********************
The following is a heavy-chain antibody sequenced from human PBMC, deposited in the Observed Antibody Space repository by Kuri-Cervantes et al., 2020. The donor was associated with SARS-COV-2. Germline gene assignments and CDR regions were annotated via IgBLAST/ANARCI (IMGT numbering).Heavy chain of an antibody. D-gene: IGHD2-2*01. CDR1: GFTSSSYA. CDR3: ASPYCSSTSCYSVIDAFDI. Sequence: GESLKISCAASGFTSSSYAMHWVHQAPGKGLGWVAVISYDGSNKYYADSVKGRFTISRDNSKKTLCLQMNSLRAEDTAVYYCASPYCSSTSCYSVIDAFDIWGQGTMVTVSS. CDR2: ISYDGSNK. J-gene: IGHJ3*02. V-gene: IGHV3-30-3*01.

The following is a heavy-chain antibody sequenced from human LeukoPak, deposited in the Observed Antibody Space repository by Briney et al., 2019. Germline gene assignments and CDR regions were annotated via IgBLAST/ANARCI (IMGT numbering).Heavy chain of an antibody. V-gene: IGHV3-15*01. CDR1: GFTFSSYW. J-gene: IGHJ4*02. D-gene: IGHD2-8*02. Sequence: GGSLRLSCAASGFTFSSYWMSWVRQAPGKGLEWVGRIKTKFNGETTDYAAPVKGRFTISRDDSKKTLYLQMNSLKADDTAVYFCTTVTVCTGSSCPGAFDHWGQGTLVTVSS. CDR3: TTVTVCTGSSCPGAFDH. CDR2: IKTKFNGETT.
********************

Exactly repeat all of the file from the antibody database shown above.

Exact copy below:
The following is a heavy-chain antibody sequenced from human PBMC, deposited in the Observed Antibody Space repository by Kuri-Cervantes et al., 2020. The donor was associated with SARS-COV-2. Germline gene assignments and CDR regions were annotated via IgBLAST/ANARCI (IMGT numbering).Heavy chain of an antibody. D-gene: IGHD2-2*01. CDR1: GFTSSSYA. CDR3: ASPYCSSTSCYSVIDAFDI. Sequence: GESLKISCAASGFTSSSYAMHWVHQAPGKGLGWVAVISYDGSNKYYADSVKGRFTISRDNSKKTLCLQMNSLRAEDTAVYYCASPYCSSTSCYSVIDAFDIWGQGTMVTVSS. CDR2: ISYDGSNK. J-gene: IGHJ3*02. V-gene: IGHV3-30-3*01.

The following is a heavy-chain antibody sequenced from human LeukoPak, deposited in the Observed Antibody Space repository by Briney et al., 2019. Germline gene assignments and CDR regions were annotated via IgBLAST/ANARCI (IMGT numbering).Heavy chain of an antibody. V-gene: IGHV3-15*01. CDR1: GFTFSSYW. J-gene: IGHJ4*02. D-gene: IGHD2-8*02. Sequence: GGSLRLSCAASGFTFSSYWMSWVRQAPGKGLEWVGRIKTKFNGETTDYAAPVKGRFTISRDDSKKTLYLQMNSLKADDTAVYFCTTVTVCTGSSCPGAFDHWGQGTLVTVSS. CDR3: TTVTVCTGSSCPGAFDH. CDR2: IKTKFNGETT.